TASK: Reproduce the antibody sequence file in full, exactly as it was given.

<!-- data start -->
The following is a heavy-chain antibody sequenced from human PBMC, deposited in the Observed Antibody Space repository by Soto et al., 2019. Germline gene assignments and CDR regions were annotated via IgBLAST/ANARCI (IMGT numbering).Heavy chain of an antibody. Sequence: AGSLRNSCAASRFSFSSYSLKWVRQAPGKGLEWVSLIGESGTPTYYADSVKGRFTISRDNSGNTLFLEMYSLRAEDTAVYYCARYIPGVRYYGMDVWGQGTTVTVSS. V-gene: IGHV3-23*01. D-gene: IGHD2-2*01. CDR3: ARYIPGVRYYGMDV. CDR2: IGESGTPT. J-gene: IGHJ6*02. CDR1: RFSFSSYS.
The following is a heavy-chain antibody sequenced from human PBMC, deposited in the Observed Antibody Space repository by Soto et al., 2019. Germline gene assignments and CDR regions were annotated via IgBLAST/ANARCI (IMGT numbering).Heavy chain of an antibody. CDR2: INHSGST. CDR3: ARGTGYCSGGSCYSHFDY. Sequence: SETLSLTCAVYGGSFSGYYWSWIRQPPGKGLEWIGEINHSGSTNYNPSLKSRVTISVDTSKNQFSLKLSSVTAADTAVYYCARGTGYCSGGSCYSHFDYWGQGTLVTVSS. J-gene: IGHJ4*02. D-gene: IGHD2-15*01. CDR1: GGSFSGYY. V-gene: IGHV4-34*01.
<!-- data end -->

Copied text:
The following is a heavy-chain antibody sequenced from human PBMC, deposited in the Observed Antibody Space repository by Soto et al., 2019. Germline gene assignments and CDR regions were annotated via IgBLAST/ANARCI (IMGT numbering).Heavy chain of an antibody. Sequence: AGSLRNSCAASRFSFSSYSLKWVRQAPGKGLEWVSLIGESGTPTYYADSVKGRFTISRDNSGNTLFLEMYSLRAEDTAVYYCARYIPGVRYYGMDVWGQGTTVTVSS. V-gene: IGHV3-23*01. D-gene: IGHD2-2*01. CDR3: ARYIPGVRYYGMDV. CDR2: IGESGTPT. J-gene: IGHJ6*02. CDR1: RFSFSSYS.
The following is a heavy-chain antibody sequenced from human PBMC, deposited in the Observed Antibody Space repository by Soto et al., 2019. Germline gene assignments and CDR regions were annotated via IgBLAST/ANARCI (IMGT numbering).Heavy chain of an antibody. CDR2: INHSGST. CDR3: ARGTGYCSGGSCYSHFDY. Sequence: SETLSLTCAVYGGSFSGYYWSWIRQPPGKGLEWIGEINHSGSTNYNPSLKSRVTISVDTSKNQFSLKLSSVTAADTAVYYCARGTGYCSGGSCYSHFDYWGQGTLVTVSS. J-gene: IGHJ4*02. D-gene: IGHD2-15*01. CDR1: GGSFSGYY. V-gene: IGHV4-34*01.